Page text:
(We, meaning I, continue with last week's trip. I hopped over to San Diego to do a Rifftrax with Michael J. Nelson, a thing you should buy even if you don't want to listen to it right away. Some day you will. This message will be repeated at the end of this Bleat.)

8:56 AM Sitting outside among the jocanda flowers again, waiting for Mike. Had a nice 8 1/2 hour sleep, uninterrupted. If the train whistles blew, but I heard them not; the cries of the damned may have echoed down these whitewashed streets, but they fell on empty ears. I was probably snoring. The damned were probably wishing I would hold it down.

Had the breakfast buffet in the hotel's hard-to-find restaurant. You have to go up two flights, cross a courtyard, then take a parking garage elevator up two floors. Work it; breakfast buffet is hard to ruin, and they didn’t. The French Toast was trending towards the leathery, and another half-hour under the lamps it would have tasted like a purse left in the sun, but it was edible. Read USA Today, which had a story on the foreclosure epidemic in Denver. I hope I don’t catch it. Like dengue fever, it’s bad. You have to read past the jump to get the meaty graf, though: most of the loans in the subdivision featured in the article were given to people with spotty credit and income mostly derived from holding a sign at busy intersections. Well, not really, but there’s the usual litany – shady loans, loose credit, unqualified buyers rushed into homes so the paper could be hidden in a stack of other paper, shuffled, sold six times, and end up floating on the periphery of a distant bank’s balance sheet.  One of the families in the story featured a dad with two jobs – wrote parking tickets in the day, worked as a baggage handler at night. He had declared bankruptcy, but got a no-doc loan anyway.

The fellow said he fell behind on his mortgage after he was “injured,” and stopped paying his mortgage. He also had other problems, since he had a Federal tax lien. Proof? None; the reporter took him at his word, apparently.

It’s no-doc reporting!


That was 57 varieties of fun, that was. Mike picked me up at 9:45, and we drove off to the studio. His GPS system says “You Have Arrived” when you get to your destination; makes you feel rather special, and you expect an Imperial Margarine fanfare. The studio was in a fellow’s house – one of those amazing homebrew setups that were unthinkable a while ago; in the olden days of yore, you had to be Alan Parsons to get within six miles of these tools, but now here they are in a fellow’s garage. The booth was small; two stools, two shotguns, a window, a flatscreen up above, two music stands for the scripts. The 45-page script. (One of the longest EVER, I understand.) A few checks, and we were off.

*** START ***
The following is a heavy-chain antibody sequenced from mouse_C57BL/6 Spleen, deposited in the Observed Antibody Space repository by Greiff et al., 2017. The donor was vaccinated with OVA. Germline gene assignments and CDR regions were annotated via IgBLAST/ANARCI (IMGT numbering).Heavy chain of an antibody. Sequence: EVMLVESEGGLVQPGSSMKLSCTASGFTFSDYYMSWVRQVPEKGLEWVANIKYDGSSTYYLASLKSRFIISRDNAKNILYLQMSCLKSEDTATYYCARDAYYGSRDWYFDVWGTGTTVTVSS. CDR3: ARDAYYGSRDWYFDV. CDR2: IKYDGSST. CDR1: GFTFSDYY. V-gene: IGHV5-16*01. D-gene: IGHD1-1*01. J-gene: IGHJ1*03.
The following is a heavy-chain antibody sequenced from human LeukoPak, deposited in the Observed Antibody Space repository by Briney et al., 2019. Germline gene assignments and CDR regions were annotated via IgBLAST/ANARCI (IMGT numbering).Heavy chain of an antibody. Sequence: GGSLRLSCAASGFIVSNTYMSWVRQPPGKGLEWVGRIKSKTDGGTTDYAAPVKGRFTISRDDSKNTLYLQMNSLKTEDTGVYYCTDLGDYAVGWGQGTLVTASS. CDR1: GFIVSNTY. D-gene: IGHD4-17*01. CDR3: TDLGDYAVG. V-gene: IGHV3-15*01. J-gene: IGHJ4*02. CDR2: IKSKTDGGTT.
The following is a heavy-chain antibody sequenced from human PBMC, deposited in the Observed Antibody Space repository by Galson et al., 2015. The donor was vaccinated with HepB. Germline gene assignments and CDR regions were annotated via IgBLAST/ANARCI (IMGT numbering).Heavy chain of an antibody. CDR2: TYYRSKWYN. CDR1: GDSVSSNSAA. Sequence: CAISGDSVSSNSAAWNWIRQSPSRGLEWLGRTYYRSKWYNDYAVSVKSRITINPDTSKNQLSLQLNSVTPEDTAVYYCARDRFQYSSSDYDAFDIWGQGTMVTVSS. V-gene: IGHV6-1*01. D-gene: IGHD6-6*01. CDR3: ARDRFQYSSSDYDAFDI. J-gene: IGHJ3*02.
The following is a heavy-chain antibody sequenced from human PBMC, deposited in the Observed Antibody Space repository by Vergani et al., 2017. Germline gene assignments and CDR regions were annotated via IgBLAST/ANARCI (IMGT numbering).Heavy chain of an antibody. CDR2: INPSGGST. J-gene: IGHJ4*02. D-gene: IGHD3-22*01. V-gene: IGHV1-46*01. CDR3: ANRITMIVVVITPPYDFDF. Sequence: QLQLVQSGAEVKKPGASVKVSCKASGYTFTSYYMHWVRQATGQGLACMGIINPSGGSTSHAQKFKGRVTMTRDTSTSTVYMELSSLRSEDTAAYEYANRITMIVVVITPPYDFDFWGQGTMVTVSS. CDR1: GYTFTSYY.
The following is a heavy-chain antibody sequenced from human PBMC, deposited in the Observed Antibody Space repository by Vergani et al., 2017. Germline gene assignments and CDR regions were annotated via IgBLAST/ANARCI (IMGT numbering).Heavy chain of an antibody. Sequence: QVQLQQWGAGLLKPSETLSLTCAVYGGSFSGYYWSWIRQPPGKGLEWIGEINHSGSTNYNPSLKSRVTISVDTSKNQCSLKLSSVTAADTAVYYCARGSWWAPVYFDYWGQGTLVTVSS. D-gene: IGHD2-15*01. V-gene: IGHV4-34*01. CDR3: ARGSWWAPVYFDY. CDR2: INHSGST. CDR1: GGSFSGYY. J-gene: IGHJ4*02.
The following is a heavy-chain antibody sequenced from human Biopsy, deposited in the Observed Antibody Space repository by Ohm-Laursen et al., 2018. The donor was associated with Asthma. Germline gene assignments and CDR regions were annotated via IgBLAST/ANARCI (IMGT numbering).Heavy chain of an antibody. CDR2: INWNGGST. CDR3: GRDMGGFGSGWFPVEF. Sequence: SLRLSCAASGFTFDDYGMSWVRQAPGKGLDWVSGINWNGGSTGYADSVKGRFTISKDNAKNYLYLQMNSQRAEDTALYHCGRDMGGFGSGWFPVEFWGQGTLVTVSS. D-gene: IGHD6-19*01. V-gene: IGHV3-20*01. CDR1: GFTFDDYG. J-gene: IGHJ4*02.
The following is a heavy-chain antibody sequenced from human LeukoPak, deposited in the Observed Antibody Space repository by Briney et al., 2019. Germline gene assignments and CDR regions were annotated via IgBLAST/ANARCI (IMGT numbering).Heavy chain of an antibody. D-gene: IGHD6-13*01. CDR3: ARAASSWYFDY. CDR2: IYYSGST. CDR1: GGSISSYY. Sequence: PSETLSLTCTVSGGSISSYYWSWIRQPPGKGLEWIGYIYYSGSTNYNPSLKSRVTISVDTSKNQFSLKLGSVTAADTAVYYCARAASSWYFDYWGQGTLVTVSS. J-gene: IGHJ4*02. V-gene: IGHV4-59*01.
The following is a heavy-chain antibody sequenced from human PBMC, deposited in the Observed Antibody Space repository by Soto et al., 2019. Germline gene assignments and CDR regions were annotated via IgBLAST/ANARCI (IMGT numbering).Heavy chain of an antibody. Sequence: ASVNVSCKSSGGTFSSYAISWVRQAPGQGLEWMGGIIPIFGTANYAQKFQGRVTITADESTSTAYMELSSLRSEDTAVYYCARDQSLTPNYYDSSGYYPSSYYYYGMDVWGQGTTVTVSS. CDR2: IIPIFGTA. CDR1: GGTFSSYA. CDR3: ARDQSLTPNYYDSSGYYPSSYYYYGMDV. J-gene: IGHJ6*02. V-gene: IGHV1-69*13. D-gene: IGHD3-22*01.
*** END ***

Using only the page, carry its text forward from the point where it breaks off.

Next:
Again, to reset the Import of the Momentousness: I watched MST3K since whenever, enjoying every show from the first shot to the last whaaaang on the guitar; I thanked the First Amendment and the Teachers of America and I circulated the tapes, and I thought, and still think, it was one of the most consistently brilliant, ingenious and hilarious shows ever written. And now I’m in the booth and I’m doing that thing. But! Since we are doing that thing, you have to do it; no time for glowing in the moment. We managed to finish the movie fairly quickly – only had to back up and run at the lines again about 15 times or so; if it sounds spontaneous, that's because it was. Took one break, drank lots of water, and had a grand time. As grim as the read-through was – it’s no fun, you’re sick of the frickin’ movie, and you’re reading other people’s lines for the first time – the actual performance was a joy to do.


As for the script: it was written by three people – my script was melded, Borg-like, with scripts by Mike and Conner, his padawan & Rifftrax scribe. He’s half our age and brings a different level of meta-meta pop culture references. (He's the one who slipped in Klau Kalash, which was dead perfect . . .and I'll say no more)( When you hear it  - and you will buy it, you will; if it goes over well I get to do another – you will hear me read other people’s lines, and they will read lines I wrote. One of the lines I didn’t write was simple – “It’s a trap!” When I first read it I didn’t get the reference, but it occurred to me 1.7 seconds before I read it in the booth. It’s General Akbar from Star Wars. Flashed through my head the instant I had to say it, and my brain frantically thrashed around for the answer to the question: HOW DID AKBAR SAY THE LINE? WHAT DOES AKBAR SOUND LIKE? I did it like Zoidberg’s goyim brother-in-law, which worked.